Economic Methodology4 Ceteris Paribus Conclusions about the effect of a variable require other things unchanged To determine the effect of a change in one variable on another variable requires that other things remain constant. Ceteris paribus means “other things remaining constant”. Laboratory experiments allow scientists to hold other things constant and focus on the effects of a single variable. Statistical techniques allow economists to do the same thing. CETERIS PARIBUS
Economic Methodology5 Ceteris Paribus Example The law of demand states that the quantity demanded any good decreases whenever the price of the good increases. But then you observe that consumption of steak has decreased in recent years even though the price of steak also decreased. Does this mean the law of demand is invalid? Explain. CETERIS PARIBUS
Economic Methodology6 Correlation Does Not Imply Causation
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Economic Methodology9 CORRELATION DOES NOT IMPLY CAUSATION Cause and Effect Relationships Methodological fallacy: Correlation does not imply causation Correlation is the tendency for the values of two variables to move in a predictable and related way. Because two variables appear to be correlated does not mean that movements of the first variable cause movements of the second variable.
Economic Methodology10 Cause and Effect Relationships There are four possible explanations for any observed correlation. Cause and effect Reverse causation Omitted variables Spurious correlation CORRELATION DOES NOT IMPLY CAUSATION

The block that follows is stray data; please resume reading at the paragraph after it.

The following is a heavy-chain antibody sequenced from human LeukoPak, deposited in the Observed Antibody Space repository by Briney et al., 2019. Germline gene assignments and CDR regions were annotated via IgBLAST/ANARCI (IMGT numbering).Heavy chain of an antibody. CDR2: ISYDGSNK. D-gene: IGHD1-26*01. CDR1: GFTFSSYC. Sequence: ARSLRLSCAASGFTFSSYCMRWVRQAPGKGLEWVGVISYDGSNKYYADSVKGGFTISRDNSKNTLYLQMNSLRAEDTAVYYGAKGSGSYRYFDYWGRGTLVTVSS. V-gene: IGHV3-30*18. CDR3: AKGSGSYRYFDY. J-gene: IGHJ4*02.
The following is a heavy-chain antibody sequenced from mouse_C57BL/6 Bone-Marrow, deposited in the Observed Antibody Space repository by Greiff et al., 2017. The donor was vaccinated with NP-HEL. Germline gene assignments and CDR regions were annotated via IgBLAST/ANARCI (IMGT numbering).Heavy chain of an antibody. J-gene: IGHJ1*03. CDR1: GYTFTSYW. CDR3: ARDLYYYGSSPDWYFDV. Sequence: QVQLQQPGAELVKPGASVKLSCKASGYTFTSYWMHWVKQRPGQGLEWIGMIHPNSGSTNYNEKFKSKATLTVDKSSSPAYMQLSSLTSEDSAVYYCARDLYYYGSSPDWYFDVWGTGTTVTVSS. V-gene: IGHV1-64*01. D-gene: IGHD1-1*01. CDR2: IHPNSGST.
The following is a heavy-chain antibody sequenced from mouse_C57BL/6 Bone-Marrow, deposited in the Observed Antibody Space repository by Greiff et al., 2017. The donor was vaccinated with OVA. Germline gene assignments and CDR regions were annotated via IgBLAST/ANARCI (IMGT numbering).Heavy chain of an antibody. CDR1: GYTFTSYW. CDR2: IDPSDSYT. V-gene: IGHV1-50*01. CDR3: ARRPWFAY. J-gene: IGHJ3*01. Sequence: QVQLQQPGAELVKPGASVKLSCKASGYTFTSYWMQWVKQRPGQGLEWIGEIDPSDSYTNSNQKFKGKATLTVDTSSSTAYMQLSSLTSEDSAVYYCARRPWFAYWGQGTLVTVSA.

Economic Methodology11 Cause and Effect Relationships Example We observe that cities with more police have higher crime rates. Can we validly conclude that having more police causes a city to also have more crime? No. Consider the following possibilities. CORRELATION DOES NOT IMPLY CAUSATION
Economic Methodology12 Cause and Effect Relationships Cause and effect: More police cause higher crime rates The more police a city has, the more crimes get detected and reported. Therefore, a city’s reported crime rate is higher if it has more police because more of the crimes are detected and reported. Note that the true crime rate for a city with more police may not be any higher than for a city with fewer police, but more of the crimes are detected and reported. More police cause better detection and reporting of crimes. CORRELATION DOES NOT IMPLY CAUSATION
Economic Methodology13 Cause and Effect Relationships Reverse causation: More crimes cause cities to hire more police The correlation does indeed imply a cause and effect relationship, but it is the opposite of what it appears. It isn’t that more police cause more crimes. Instead, more crimes cause cities to hire more police. CORRELATION DOES NOT IMPLY CAUSATION
Economic Methodology14 Cause and Effect Relationships Omitted variables: Larger cities have both more police and higher crime rates There is no cause and effect relationship between police and crime rates. More police don’t cause more crimes and more crimes don’t result in more police. Instead, a third variable, the size of the city, is the cause and both the number of police and the number of crimes are the results. Police and crimes are correlated only because they are both results of a third omitted variable, city size. CORRELATION DOES NOT IMPLY CAUSATION
Economic Methodology15 Cause and Effect Relationships Spurious correlation: Police and crime are unrelated There is no cause and effect relationship between police and crime rates. More police don’t cause more crimes and more crimes don’t result in more police. Nor are they both the result of an omitted variable. The apparent correlation between police and crime is a coincidence. Perhaps the sample of cities is biased. It is too small or it isn’t truly representative. With a larger or more representative sample, the correlation would disappear. CORRELATION DOES NOT IMPLY CAUSATION